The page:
Pushing this further we found our first major drop off when positioning the router and bridge 13 metres apart with three walls between them. In this scenario transfer speeds only peaked at 4.2MB per second (33.6Mbit) which – while still much faster than the 2.57MBps (20.56Mbit) achieved by the DIR-645 – showed range issues for some users with large houses may remain. That said we were still able to reliably stream 1080p video from our NAS.

All of which leads to a sizeable caveat. Since the Buffalo AirStation 1750’s D1800H and D1300 are the first 802.11ac devices we have tested we have no context for comparison and putting it against even the fastest 802.11n router is comparing apples with oranges. As such the Buffalo combo is fast, but it remains to be seen how it does in the mix when other 802.11ac kit starts hitting the market.

Emphasising the importance of this question is the Buffalo D1800H’s 802.11n wireless performance. At 2.4GHz we found it to be significantly slower than the DIR-645 at both two metres and 10 metres with a wall between it, hitting peaks of just 4.2MB per second (33.6Mbit) and 2.68MB per second (21.44Mbit) respectively. Over 5GHz 802.11n speeds only improved by about 20 per cent so if you plan to replace your main router know that performance won’t be stellar when you’re not connected to the bridge… at least until 802.11ac devices, dongles and cards are launched.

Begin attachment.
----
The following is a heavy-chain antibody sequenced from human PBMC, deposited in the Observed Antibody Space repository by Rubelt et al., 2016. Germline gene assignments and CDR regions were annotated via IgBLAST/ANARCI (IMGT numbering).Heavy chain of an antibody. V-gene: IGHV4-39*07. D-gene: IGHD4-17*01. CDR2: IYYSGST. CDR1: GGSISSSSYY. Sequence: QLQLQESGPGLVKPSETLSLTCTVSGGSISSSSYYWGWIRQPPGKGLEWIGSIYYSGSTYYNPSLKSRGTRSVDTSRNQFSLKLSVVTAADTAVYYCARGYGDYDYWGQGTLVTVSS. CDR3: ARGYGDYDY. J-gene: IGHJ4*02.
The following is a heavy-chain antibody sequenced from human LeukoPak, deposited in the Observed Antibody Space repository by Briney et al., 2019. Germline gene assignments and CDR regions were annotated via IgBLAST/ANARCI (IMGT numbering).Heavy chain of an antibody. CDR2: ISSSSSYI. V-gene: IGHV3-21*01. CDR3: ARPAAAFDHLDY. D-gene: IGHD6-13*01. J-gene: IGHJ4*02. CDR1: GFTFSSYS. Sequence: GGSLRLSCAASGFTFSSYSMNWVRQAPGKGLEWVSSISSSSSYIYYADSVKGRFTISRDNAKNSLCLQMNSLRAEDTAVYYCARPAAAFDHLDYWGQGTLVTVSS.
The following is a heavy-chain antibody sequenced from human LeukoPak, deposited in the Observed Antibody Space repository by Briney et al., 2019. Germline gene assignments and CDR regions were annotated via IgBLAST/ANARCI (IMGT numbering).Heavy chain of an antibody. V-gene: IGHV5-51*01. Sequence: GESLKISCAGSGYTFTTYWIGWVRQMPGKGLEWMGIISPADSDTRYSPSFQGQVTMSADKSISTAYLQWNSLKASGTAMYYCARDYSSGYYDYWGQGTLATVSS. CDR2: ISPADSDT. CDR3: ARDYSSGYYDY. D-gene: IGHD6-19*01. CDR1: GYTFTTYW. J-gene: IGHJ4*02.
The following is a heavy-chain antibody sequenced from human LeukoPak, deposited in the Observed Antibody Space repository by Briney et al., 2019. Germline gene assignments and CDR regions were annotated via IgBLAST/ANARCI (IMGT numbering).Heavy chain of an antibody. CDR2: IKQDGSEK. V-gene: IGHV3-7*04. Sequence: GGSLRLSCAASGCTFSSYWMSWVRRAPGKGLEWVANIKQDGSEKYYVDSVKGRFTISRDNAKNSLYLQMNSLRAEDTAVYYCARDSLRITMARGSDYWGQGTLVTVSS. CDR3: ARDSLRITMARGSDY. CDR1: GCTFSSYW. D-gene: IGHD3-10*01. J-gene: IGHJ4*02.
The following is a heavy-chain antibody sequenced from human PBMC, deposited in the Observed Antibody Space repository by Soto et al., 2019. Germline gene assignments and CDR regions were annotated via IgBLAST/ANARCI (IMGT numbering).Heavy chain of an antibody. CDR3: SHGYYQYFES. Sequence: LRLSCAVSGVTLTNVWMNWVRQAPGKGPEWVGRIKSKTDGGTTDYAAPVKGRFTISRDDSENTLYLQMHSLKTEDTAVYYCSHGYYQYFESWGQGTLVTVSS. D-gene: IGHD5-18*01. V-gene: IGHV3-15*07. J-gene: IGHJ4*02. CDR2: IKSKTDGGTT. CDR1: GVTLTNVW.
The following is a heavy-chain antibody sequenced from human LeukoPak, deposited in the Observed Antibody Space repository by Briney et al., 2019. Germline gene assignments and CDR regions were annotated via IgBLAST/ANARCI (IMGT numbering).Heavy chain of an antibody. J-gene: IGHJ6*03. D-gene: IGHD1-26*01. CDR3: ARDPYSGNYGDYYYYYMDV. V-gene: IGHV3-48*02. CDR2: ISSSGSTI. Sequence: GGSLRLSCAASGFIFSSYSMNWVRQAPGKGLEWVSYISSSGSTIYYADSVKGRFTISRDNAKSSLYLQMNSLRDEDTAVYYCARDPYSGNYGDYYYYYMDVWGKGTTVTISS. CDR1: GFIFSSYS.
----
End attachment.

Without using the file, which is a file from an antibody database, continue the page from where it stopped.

Buffalo AirStation 1750 wireless router on white background.
Value (updated: 21.06.2012)
So how much does a future proofing investment cost? Less than we expected. With a £139.99 RRP the D1800H carries very little premium compared to a high end 802.11n device and while n performance is lacking the future proofing it provides should make it the more attractive buy. As for the media bridge this is a reasonable £129.99 for those desperate to unlock the potential of 802.11ac right now. Our one note of caution is that as the first of many 802.11ac routers on the horizon it may well be worth waiting to see what the competition come up with first before splashing out.

Verdict (updated: 21.06.2012)
The Buffalo AirStation 1750’s D1800H router gives a tantalising glimpse into the future of Wi-Fi. Combined with the D1300 media bridge it produces speeds far beyond anything we have seen from 802.11n equipment. Having to buy a separate media bridge to enjoy is frustrating, but with the router coming at a small price premium it is a wise buy even without it for some future proofing. Against this we don’t yet know how fast the D1800H is compared to other ac routers as we await their arrival and 802.11n performance is weak. Impatient speed freaks should apply, but for everyone else it will be be worth waiting to see what the competition comes up with in the first wave of 802.11ac gadgets.

Trusted Score

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Score in detail

  • Performance 8
  • Value 8
  • Features 8
  • Build Quality 8
  • Usability 7
  • Design 8